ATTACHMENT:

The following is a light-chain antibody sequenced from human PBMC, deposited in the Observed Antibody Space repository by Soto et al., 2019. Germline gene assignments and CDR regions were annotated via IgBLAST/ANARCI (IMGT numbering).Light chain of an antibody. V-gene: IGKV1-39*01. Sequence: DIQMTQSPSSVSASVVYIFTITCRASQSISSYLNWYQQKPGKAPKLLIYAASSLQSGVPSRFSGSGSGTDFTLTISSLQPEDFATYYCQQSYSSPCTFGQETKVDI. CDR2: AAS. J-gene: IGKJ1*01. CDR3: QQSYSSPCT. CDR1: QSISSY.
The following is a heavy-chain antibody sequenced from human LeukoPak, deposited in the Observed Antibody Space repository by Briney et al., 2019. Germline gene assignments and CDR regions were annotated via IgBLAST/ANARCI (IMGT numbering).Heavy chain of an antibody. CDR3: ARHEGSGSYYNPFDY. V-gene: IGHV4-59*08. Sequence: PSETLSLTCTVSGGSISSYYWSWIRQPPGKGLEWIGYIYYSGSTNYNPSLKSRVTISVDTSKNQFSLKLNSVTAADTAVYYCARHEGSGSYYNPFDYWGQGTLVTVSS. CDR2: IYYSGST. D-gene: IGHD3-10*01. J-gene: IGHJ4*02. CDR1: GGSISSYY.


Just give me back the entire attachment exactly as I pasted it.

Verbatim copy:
The following is a light-chain antibody sequenced from human PBMC, deposited in the Observed Antibody Space repository by Soto et al., 2019. Germline gene assignments and CDR regions were annotated via IgBLAST/ANARCI (IMGT numbering).Light chain of an antibody. V-gene: IGKV1-39*01. Sequence: DIQMTQSPSSVSASVVYIFTITCRASQSISSYLNWYQQKPGKAPKLLIYAASSLQSGVPSRFSGSGSGTDFTLTISSLQPEDFATYYCQQSYSSPCTFGQETKVDI. CDR2: AAS. J-gene: IGKJ1*01. CDR3: QQSYSSPCT. CDR1: QSISSY.
The following is a heavy-chain antibody sequenced from human LeukoPak, deposited in the Observed Antibody Space repository by Briney et al., 2019. Germline gene assignments and CDR regions were annotated via IgBLAST/ANARCI (IMGT numbering).Heavy chain of an antibody. CDR3: ARHEGSGSYYNPFDY. V-gene: IGHV4-59*08. Sequence: PSETLSLTCTVSGGSISSYYWSWIRQPPGKGLEWIGYIYYSGSTNYNPSLKSRVTISVDTSKNQFSLKLNSVTAADTAVYYCARHEGSGSYYNPFDYWGQGTLVTVSS. CDR2: IYYSGST. D-gene: IGHD3-10*01. J-gene: IGHJ4*02. CDR1: GGSISSYY.